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Fwd = 'Fossil fish' in dramatic sighting

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  • Frits Westra
    Forwarded by: fwestra@hetnet.nl URL: http://news.bbc.co.uk/hi/english/sci/tech/newsid_1049000/1049818.stm Original Date: Sat, 2 Dec 2000 16:17:47 +0100
    Message 1 of 1 , Dec 2, 2000
      Forwarded by: fwestra@...
      URL: http://news.bbc.co.uk/hi/english/sci/tech/newsid_1049000/1049818.stm
      Original Date: Sat, 2 Dec 2000 16:17:47 +0100 (CET)

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      BBC News Online
      Friday, 1 December, 2000, 16:38 GMT

      'Fossil fish' in dramatic sighting

      The coelacanth, the ancient fish that has existed for at least 360
      million years, has been filmed swimming in shallow waters off the
      northeast coast of South Africa.

      I looked at it carefully and after about six seconds I suddenly
      realised it was a coelacanth

      Not just one animal but six of the extraordinary creatures were
      spotted by divers exploring a reef at Sodwana Bay.

      It is the first time these "living fossils" have been observed by
      anyone outside of a submersible vessel.

      The coelacanth was thought to have died out 70 million years ago,
      until a fish caught off South Africa was identified by a museum
      curator in 1938.

      Since then, a number of the prehistoric animals have been found living
      around the Comoro islands near Madagascar and off Indonesia's Manado
      Tua Island.

      The diver, Pieter Venter, said he first saw the fish at a depth of 104
      metres (320 feet).

      Diving team South African Ministry of Environment
      The team of divers that filmed the fish lost one of its members
      getting the pictures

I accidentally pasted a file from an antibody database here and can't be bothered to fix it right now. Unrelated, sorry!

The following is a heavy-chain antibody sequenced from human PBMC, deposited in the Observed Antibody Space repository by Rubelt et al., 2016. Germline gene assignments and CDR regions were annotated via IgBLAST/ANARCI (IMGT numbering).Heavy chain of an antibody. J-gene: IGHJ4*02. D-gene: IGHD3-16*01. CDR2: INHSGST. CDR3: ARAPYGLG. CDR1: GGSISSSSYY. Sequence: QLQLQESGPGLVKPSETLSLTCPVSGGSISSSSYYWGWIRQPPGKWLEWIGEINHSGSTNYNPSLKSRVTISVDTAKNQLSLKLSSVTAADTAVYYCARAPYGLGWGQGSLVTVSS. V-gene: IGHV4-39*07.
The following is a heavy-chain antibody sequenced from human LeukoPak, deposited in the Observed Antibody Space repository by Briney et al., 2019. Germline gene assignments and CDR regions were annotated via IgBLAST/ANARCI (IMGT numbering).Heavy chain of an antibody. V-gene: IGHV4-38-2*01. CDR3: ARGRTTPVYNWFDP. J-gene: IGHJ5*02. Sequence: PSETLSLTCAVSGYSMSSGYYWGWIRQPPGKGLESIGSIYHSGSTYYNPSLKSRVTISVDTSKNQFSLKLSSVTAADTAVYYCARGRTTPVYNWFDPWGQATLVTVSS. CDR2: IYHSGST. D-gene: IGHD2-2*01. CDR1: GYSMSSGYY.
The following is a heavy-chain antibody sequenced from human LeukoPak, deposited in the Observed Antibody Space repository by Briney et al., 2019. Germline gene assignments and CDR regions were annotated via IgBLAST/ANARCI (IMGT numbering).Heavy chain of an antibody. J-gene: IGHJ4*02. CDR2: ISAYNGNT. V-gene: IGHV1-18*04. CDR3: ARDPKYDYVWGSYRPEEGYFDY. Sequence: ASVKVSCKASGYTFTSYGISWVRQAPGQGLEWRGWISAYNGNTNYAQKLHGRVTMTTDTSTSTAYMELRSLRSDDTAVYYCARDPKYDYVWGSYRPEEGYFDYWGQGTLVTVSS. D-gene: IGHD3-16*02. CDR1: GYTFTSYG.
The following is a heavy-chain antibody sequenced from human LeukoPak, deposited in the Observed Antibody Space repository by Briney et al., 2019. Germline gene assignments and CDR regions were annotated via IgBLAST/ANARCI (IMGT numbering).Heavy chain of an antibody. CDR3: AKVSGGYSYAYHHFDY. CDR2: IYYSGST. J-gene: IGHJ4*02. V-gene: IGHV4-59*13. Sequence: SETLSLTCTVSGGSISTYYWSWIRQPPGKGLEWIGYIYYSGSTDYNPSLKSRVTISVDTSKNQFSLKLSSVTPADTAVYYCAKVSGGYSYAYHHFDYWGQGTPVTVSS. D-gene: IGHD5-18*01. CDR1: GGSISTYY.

He told reporters: "I looked at it carefully and after about six
      seconds I suddenly realised it was a coelacanth. This means there must
      be a large colony that was hiding from the world all this time."

      He later returned with a team of divers to try to capture the
      creatures on film. But the mission was marred by tragedy when one of
      the team died after surfacing without decompression.

      Nevertheless, footage of the animals was obtained and shown to
      journalists on Friday. It revealed three fish ranging in length from
      one to two metres (three to six feet). They were "standing" on their
      heads and feeding off the ledge of an underwater canyon.

      The film has been scrutinised and verified by a coelacanth expert.

      Secret location

      Experts are surprised that the Sodawana fish were found in shallow
      waters accessible to divers.

      "This discovery suggests that the coelacanth may be far more
      widespread than was originally believed, perhaps anywhere where you
      get these deep canyons and old reefs in tropical waters," said marine
      biologist Johann Augustyn.

      South African authorities say they intend to keep the exact location
      of the new discovery a secret for now to protect the fish.

      "We want no human activity that will cause a disturbance for what is
      really a very vulnerable species," said Valli Moosa, South Africa's
      minister for environmental affairs and tourism.

      The area of the discovery is already a protected marine reserve where
      fishing on the seabed is prohibited.

      'Old four-legs'

      The coelacanth has been dubbed "old four-legs" because of its four
      lobed fins.

      It is the last of an ancient line of fish that many scientists believe
      gave rise to the first four-legged land-dwelling vertebrates.

      Coelacanths have been observed in deep water off the Comoro Islands,
      north of Madagascar, but only by divers in submersibles.

      The only other known population was discovered on the other side of
      the Indian Ocean, off Indonesia's remote Manado Tua Island.

      The Indonesian fish, which may be a distinct sub-species, only came to
      light in 1997 when an American scientist saw one in a market.

      This is the first sighting of a coelacanth in South African waters
      since the 1938 catch.

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